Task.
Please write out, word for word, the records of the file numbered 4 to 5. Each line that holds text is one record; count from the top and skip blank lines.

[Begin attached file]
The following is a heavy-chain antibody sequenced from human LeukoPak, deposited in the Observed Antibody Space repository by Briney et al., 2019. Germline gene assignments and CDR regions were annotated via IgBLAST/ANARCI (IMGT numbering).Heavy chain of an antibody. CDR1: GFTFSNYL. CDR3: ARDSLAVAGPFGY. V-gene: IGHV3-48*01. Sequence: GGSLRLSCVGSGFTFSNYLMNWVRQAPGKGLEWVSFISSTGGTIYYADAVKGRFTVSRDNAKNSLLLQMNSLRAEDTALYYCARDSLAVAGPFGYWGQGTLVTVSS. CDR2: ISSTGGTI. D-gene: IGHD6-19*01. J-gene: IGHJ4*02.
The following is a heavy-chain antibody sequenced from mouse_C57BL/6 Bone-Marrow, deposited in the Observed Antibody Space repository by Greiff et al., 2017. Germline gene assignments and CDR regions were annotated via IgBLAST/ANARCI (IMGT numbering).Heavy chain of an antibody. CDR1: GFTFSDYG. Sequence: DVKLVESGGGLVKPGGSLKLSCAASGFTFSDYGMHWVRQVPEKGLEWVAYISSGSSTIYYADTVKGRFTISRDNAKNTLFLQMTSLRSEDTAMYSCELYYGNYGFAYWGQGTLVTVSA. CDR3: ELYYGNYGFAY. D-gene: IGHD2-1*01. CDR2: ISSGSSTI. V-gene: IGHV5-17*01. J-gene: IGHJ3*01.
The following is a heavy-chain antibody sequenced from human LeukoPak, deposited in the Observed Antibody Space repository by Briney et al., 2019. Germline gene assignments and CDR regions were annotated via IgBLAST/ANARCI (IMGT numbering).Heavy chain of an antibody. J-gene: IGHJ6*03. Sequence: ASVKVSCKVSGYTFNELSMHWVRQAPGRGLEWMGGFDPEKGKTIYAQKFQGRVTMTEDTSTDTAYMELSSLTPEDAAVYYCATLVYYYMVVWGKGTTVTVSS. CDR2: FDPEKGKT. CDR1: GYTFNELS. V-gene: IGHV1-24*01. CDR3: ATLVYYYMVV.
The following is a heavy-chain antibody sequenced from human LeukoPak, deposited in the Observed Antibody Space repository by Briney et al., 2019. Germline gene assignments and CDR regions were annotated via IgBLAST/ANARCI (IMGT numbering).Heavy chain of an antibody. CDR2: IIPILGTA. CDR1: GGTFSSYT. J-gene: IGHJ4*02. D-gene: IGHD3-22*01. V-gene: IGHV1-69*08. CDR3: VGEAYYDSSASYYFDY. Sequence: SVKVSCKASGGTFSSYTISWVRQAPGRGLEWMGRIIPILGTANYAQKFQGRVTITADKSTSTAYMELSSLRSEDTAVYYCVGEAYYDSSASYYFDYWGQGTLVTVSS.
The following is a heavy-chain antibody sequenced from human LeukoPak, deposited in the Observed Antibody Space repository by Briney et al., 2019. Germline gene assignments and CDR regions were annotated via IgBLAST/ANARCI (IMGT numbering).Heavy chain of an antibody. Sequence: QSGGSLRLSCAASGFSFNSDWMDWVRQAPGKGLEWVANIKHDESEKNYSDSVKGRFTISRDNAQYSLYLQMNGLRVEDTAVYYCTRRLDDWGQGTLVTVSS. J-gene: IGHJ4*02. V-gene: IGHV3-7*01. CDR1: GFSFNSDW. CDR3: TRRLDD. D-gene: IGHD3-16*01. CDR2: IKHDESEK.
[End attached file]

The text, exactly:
The following is a heavy-chain antibody sequenced from human LeukoPak, deposited in the Observed Antibody Space repository by Briney et al., 2019. Germline gene assignments and CDR regions were annotated via IgBLAST/ANARCI (IMGT numbering).Heavy chain of an antibody. CDR2: IIPILGTA. CDR1: GGTFSSYT. J-gene: IGHJ4*02. D-gene: IGHD3-22*01. V-gene: IGHV1-69*08. CDR3: VGEAYYDSSASYYFDY. Sequence: SVKVSCKASGGTFSSYTISWVRQAPGRGLEWMGRIIPILGTANYAQKFQGRVTITADKSTSTAYMELSSLRSEDTAVYYCVGEAYYDSSASYYFDYWGQGTLVTVSS.
The following is a heavy-chain antibody sequenced from human LeukoPak, deposited in the Observed Antibody Space repository by Briney et al., 2019. Germline gene assignments and CDR regions were annotated via IgBLAST/ANARCI (IMGT numbering).Heavy chain of an antibody. Sequence: QSGGSLRLSCAASGFSFNSDWMDWVRQAPGKGLEWVANIKHDESEKNYSDSVKGRFTISRDNAQYSLYLQMNGLRVEDTAVYYCTRRLDDWGQGTLVTVSS. J-gene: IGHJ4*02. V-gene: IGHV3-7*01. CDR1: GFSFNSDW. CDR3: TRRLDD. D-gene: IGHD3-16*01. CDR2: IKHDESEK.